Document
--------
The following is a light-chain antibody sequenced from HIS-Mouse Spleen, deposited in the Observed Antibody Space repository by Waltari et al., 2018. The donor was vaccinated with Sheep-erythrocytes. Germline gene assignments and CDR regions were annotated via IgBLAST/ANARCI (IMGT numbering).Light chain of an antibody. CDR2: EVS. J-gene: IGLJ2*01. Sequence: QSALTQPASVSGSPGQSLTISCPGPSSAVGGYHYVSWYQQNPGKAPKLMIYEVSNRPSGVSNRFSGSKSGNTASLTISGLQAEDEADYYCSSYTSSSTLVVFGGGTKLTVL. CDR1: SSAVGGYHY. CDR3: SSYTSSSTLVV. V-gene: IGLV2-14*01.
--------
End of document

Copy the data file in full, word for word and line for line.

The following is a light-chain antibody sequenced from HIS-Mouse Spleen, deposited in the Observed Antibody Space repository by Waltari et al., 2018. The donor was vaccinated with Sheep-erythrocytes. Germline gene assignments and CDR regions were annotated via IgBLAST/ANARCI (IMGT numbering).Light chain of an antibody. CDR2: EVS. J-gene: IGLJ2*01. Sequence: QSALTQPASVSGSPGQSLTISCPGPSSAVGGYHYVSWYQQNPGKAPKLMIYEVSNRPSGVSNRFSGSKSGNTASLTISGLQAEDEADYYCSSYTSSSTLVVFGGGTKLTVL. CDR1: SSAVGGYHY. CDR3: SSYTSSSTLVV. V-gene: IGLV2-14*01.